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Refactoring Phoenix Contact's Graphical Editor: Embracing Testability & Extensibility

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Project Overview

At Phoenix Contact, I was entrusted with refining an existing graphical editor. My colleague had initiated the development, and an MVP was in place. My journey began by acquainting myself with the editor and recognizing potential avenues for improvement, especially in terms of testability.

The Challenges

While the foundation of the editor was robust, its architecture didn’t support testability. Object creation was intertwined with dependency management, making it a challenge to implement efficient unit tests.

My Role & Approach

Implementing Inversion of Control (IoC)

To address the testability challenge, my primary objective was to restructure the application by introducing IoC. This design pattern ensured that objects received their dependencies from outside rather than creating them internally, a change pivotal in enabling unit testing.

Testing Framework Development

Post-restructuring, I developed a comprehensive testing framework. This involved both traditional unit tests and Behavior-Driven Development (BDD) style tests using SpecFlow. This layered testing approach ensured thorough coverage and efficacy.

Additional Responsibilities

As I delved deeper into the project:

  • Feature Expansion: I continually added new functionalities to the editor, like crafting routing algorithms.
  • SFC Editor Creation: Drawing from the primary editor, I spearheaded the development of a new editor tailored for Sequential Function Chart (SFC). The central challenge here was devising an automatic arrangement algorithm.

Outcomes & Legacy

The refactored editor base, enhanced for testability and extensibility, became a cornerstone within our framework. Various editors within the ecosystem have since been built upon this foundational architecture.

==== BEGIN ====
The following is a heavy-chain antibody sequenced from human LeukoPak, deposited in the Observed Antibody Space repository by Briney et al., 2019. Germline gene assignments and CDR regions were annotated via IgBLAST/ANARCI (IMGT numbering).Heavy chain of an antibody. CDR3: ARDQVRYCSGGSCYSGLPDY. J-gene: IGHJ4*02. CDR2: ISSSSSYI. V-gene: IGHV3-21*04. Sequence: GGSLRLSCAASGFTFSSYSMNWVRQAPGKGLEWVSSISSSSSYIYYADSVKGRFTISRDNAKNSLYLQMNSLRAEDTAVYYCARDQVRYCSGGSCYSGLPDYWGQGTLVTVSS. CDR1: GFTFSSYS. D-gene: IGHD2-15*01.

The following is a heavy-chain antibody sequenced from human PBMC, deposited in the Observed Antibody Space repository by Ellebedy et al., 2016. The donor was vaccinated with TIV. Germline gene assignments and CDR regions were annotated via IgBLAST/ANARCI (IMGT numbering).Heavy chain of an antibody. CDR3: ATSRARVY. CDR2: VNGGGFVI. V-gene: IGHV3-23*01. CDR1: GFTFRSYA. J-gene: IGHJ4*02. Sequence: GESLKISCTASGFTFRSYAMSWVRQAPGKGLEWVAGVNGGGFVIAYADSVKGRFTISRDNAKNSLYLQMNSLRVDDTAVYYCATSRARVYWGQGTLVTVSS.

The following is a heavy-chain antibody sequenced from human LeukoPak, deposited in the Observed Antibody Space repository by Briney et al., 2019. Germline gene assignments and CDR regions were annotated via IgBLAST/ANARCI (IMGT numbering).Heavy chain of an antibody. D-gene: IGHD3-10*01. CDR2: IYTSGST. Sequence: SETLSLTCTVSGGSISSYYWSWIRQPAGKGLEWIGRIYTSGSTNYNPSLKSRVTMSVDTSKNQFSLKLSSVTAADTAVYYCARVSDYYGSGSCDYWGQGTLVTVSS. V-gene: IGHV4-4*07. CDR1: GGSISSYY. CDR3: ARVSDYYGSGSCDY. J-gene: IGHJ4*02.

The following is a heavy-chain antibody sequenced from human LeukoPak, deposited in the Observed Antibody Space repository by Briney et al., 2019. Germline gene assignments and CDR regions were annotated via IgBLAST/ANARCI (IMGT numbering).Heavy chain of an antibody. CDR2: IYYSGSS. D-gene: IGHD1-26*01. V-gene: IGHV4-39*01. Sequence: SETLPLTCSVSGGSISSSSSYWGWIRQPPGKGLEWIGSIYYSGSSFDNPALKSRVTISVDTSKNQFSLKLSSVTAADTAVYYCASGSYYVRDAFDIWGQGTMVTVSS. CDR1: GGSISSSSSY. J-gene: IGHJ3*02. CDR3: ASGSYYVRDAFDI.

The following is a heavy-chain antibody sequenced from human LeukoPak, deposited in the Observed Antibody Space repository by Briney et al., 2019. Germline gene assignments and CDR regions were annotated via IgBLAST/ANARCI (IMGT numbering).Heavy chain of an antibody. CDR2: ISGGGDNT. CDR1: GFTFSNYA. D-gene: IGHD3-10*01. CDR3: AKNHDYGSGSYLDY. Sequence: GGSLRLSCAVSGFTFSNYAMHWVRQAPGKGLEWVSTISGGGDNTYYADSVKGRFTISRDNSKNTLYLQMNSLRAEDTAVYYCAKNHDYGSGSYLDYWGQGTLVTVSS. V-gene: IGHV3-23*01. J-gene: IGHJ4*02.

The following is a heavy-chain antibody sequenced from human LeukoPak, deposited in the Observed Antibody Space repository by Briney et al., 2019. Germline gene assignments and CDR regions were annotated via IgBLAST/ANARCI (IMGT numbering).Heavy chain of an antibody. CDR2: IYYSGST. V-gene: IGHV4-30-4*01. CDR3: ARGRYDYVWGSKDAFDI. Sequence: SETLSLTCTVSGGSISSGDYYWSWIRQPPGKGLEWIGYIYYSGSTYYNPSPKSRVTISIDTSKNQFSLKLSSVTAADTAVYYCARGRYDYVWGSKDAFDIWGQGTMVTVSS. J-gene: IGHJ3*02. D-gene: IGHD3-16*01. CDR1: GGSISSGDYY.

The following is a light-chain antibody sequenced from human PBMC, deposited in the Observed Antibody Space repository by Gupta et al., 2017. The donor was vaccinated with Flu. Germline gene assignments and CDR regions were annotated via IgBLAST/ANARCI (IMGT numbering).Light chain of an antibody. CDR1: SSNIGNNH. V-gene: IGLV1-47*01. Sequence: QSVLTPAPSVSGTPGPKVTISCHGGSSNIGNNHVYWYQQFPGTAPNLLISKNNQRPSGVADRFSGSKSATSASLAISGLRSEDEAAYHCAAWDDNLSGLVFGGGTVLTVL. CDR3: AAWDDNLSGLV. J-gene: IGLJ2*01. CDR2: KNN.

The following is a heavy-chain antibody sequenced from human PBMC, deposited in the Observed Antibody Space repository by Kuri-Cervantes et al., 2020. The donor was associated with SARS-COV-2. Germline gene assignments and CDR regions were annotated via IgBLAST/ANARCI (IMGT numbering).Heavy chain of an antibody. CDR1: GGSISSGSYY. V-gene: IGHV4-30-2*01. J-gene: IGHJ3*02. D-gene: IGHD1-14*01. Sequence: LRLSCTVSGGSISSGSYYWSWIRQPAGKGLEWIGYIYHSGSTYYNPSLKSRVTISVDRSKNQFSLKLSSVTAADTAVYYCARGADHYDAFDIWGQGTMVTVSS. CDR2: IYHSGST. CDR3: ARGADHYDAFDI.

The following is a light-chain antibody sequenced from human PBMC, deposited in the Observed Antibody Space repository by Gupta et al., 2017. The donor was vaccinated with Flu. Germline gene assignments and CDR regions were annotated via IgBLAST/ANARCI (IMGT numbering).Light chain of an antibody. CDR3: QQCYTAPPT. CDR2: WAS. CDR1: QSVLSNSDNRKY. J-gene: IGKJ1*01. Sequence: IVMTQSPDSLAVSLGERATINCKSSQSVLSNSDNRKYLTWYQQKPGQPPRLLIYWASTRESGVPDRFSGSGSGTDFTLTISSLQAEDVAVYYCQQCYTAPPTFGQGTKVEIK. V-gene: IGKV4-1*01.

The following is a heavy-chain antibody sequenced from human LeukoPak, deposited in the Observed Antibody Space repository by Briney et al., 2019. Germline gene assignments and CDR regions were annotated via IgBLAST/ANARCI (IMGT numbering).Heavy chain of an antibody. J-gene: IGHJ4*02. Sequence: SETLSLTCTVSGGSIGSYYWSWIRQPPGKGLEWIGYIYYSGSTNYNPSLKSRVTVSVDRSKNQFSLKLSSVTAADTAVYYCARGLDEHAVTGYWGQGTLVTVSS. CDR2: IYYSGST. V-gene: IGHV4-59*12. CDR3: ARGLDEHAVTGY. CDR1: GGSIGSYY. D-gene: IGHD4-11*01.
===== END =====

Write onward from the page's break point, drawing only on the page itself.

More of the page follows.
Reflections & Lessons Learned

This project offered profound insights. Most notably, I discerned that unit tests might not always be the optimal choice, especially when the inner architecture is in flux. Integration tests, particularly with tools like SpecFlow, provide unparalleled reliability in such scenarios. Today, my testing strategy revolves around unit tests for high-permutation classes, like algorithms, while leaning on integration tests for broader functionalities.

Future Directions

While I’ve transitioned from the project, further refinements have been made post my tenure. These enhancements focused on eliminating architectural inefficiencies and bolstering code readability.


This project at Phoenix Contact was a testament to the importance of adaptability in software engineering. While established systems offer a foundation, continual introspection and restructuring pave the way for optimization, ensuring the software’s longevity and efficacy.

Engage & Collaborate! 🚀

Have thoughts, insights, or experiences related to this project? I'd love to hear from you. Reach out via the contact form and let's connect!


  • C#
  • XAML
  • SpecFlow
  • MEF
Time Investment: 4 years